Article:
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Promoting mother–infant book sharing and infant attention and language development in an impoverished South African population: a pilot study

Cooper, P. J., Vally, Z., Cooper, H., Radford, T., Sharples, A., Tomlinson, M. and Murray, L. (2014) Promoting mother–infant book sharing and infant attention and language development in an impoverished South African population: a pilot study. Early Childhood Education Journal, 42 (2). pp. 143-152. ISSN 1573-1707

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To link to this item DOI: 10.1007/s10643-013-0591-8

Abstract/Summary

The low rates of child literacy in South Africa are cause for considerable concern. Research from the developed world shows that parental sharing of picture books with infants and young children is beneficial for child language and cognitive development, as well as literacy skills. We conducted a pilot study to examine whether such benefits might extend to an impoverished community in South Africa, by evaluating the impact of training mothers in book sharing with their 14–18 month old infants. Seventeen mothers received book sharing training; and 13 mothers did not, but instead received a comparison training in toy play. We assessed the mothers’ behavior during both book sharing and toy play before and after training, and we also assessed infant attention and language. Mothers receiving book sharing training engaged well with it, and they also benefited from it; thus, compared to the comparison group mothers, they became more sensitive, more facilitating, and more elaborative with their infants during book sharing, and they also became more sensitive to their infants during toy play. In addition, infants whose mothers received the book sharing training showed greater benefits than the comparison group infants in both their attention and language. Training in book sharing for families living in conditions of marked socio-economic adversity in South Africa has the potential to be of considerable benefit to child developmental progress. A large scale controlled trial is required to confirm this.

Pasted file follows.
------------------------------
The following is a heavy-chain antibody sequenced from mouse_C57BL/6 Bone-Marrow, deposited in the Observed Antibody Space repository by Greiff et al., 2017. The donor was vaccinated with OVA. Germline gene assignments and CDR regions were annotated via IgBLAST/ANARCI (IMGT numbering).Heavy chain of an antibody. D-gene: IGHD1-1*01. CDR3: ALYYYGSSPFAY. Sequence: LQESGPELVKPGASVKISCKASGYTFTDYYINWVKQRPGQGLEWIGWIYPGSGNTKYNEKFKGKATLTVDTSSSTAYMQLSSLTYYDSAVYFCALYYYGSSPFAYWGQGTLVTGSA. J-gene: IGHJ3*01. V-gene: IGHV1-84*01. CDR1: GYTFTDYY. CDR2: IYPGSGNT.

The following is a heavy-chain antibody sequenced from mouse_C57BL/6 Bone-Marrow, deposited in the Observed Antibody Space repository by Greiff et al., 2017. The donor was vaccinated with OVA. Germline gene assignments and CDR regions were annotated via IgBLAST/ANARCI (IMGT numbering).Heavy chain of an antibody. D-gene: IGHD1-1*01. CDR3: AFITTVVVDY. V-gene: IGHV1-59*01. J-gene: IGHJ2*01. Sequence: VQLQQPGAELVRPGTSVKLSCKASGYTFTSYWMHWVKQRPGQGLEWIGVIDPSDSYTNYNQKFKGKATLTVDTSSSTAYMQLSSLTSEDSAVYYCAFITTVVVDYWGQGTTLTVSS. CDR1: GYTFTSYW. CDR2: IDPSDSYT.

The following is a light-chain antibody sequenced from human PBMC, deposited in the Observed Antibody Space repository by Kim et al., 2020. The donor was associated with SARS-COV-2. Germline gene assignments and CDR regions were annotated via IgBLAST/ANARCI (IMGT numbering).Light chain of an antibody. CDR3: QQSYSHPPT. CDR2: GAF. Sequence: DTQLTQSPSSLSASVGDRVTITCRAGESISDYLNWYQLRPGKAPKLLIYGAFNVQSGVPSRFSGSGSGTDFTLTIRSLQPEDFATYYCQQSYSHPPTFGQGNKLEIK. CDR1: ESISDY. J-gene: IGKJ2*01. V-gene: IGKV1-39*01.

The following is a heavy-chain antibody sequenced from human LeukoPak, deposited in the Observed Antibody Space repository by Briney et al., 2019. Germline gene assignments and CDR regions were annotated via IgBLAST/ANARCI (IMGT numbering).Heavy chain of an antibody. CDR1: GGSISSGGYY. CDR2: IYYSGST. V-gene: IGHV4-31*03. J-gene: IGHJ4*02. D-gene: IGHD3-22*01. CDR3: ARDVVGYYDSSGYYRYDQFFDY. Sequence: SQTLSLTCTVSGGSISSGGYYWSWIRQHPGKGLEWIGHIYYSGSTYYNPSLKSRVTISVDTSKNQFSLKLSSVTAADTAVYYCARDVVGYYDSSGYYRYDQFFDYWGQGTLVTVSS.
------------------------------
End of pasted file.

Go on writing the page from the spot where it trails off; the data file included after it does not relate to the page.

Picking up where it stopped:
Item Type:Article
Refereed:Yes
Divisions:Faculty of Life Sciences > School of Psychology and Clinical Language Sciences > Development
ID Code:36032
Publisher:Springer

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